Goldfine: It's something that a lot of young founders don't understand. As Sandy says so poignantly, you gotta understand the game that you're in. We tried to present it in a nonjudgmental way, and I think in the end, the audience is asked to draw their own conclusion about that and also whether money does indeed make everything better or not.
AC: She's also the only female entrepreneur we see in the film. Was that a challenge to find female or minority entrepreneurs –or for that matter, venture capitalists?
Geller: Sure. You think about the time we're portraying in the movie. There were very, very few women who were going to engineering schools. ...There were very few women in Silicon Valley, aside from a couple other of Sandy's contemporaries. And that goes to this day, for that mater. You think about some powerful women who were running companies, like Carol Bartz at Yahoo! or Carly Fiorina or Meg Whitman when they were at their respective companies. But they didn't start those companies; they were brought on as CEOs. So the problem holds to this day. The same goes for the venture capitalists back then – we're talking about anywhere from 30 to 50 years ago. But the U.S. has certainly changed quite a bit in that time, thankfully.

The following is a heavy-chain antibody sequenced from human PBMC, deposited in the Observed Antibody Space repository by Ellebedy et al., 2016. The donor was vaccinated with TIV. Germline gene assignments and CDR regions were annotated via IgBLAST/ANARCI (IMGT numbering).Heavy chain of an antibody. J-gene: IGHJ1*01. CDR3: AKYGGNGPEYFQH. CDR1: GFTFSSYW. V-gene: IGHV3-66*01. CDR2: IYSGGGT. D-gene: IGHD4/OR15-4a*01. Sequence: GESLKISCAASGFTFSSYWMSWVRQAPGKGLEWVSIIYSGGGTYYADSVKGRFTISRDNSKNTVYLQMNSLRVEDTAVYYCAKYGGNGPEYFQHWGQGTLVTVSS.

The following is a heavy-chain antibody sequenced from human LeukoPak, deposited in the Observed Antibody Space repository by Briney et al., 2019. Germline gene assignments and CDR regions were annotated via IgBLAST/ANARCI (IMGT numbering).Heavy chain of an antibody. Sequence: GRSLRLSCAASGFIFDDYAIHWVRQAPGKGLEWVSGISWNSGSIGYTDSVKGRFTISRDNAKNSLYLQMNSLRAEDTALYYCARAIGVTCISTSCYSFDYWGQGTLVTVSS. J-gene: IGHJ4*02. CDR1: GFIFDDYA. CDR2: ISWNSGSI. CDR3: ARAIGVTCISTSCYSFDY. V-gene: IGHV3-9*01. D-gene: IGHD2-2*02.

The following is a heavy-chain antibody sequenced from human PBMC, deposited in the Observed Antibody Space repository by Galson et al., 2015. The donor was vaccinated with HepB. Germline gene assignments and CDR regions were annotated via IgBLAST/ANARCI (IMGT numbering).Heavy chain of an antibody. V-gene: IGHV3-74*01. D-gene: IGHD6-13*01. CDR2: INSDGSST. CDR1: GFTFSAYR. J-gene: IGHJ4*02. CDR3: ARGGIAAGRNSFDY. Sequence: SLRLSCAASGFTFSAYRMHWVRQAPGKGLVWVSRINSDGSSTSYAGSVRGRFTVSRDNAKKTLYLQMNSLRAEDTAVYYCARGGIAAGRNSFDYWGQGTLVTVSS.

Goldfine: In a way, we're talking about the same period Mad Men is based in. Look at that –it's all these white guys and their secretaries. And in many, many ways, that's what venture capital and all these start-up companies were like. I think Sandy puts it in a pretty succinct and articulate way when she [said], "Look, there wasn't a box for me."
Spotlight Premieres, World Premiere
Saturday, March 12, 8pm, Alamo Lamar C
Sunday, March 13, 9pm, Arbor
Tuesday, March 15, 11:30am, Vimeo
Friday, March 18, 11:30am, Rollins